gets - get a string from standard input (DEPRECATED)


   #include <stdio.h>

   char *gets(char *s);


   Never use this function.

   gets()  reads  a  line from stdin into the buffer pointed to by s until
   either a terminating newline or EOF, which it replaces with a null byte
   ('\0').  No check for buffer overrun is performed (see BUGS below).


   gets()  returns  s  on  success,  and NULL on error or when end of file
   occurs while no characters have been read.  However, given the lack  of
   buffer  overrun  checking, there can be no guarantees that the function
   will even return.


   For  an  explanation  of  the  terms  used   in   this   section,   see

   Interface  Attribute      Value   
   gets()     Thread safety  MT-Safe 


   C89, C99, POSIX.1-2001.

   LSB deprecates gets().  POSIX.1-2008 marks gets() obsolescent.  ISO C11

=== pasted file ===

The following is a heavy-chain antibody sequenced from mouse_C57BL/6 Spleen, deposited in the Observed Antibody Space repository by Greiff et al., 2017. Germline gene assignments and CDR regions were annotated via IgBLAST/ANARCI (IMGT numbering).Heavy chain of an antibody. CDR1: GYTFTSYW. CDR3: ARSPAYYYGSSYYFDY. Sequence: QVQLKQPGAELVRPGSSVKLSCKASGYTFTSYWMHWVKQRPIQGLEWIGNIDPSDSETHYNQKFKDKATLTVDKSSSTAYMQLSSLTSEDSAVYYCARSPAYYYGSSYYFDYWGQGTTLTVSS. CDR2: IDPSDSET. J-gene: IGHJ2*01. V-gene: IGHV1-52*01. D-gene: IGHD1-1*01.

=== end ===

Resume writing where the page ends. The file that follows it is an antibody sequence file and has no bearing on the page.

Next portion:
removes the specification of gets() from  the  C  language,  and  since
   version  2.16, glibc header files don't expose the function declaration
   if the _ISOC11_SOURCE feature test macro is defined.


   Never use gets().  Because it is impossible to tell without knowing the
   data  in  advance  how  many  characters  gets() will read, and because
   gets() will continue to store characters past the end of the buffer, it
   is  extremely  dangerous  to  use.   It has been used to break computer
   security.  Use fgets() instead.

   For more information, see CWE-242 (aka  "Use  of  Inherently  Dangerous
   Function") at


   read(2), write(2), ferror(3), fgetc(3), fgets(3), fgetwc(3), fgetws(3),
   fopen(3),  fread(3),  fseek(3),   getline(3),   getwchar(3),   puts(3),
   scanf(3), ungetwc(3), unlocked_stdio(3), feature_test_macros(7)


   This  page  is  part of release 4.09 of the Linux man-pages project.  A
   description of the project, information about reporting bugs,  and  the
   latest     version     of     this    page,    can    be    found    at


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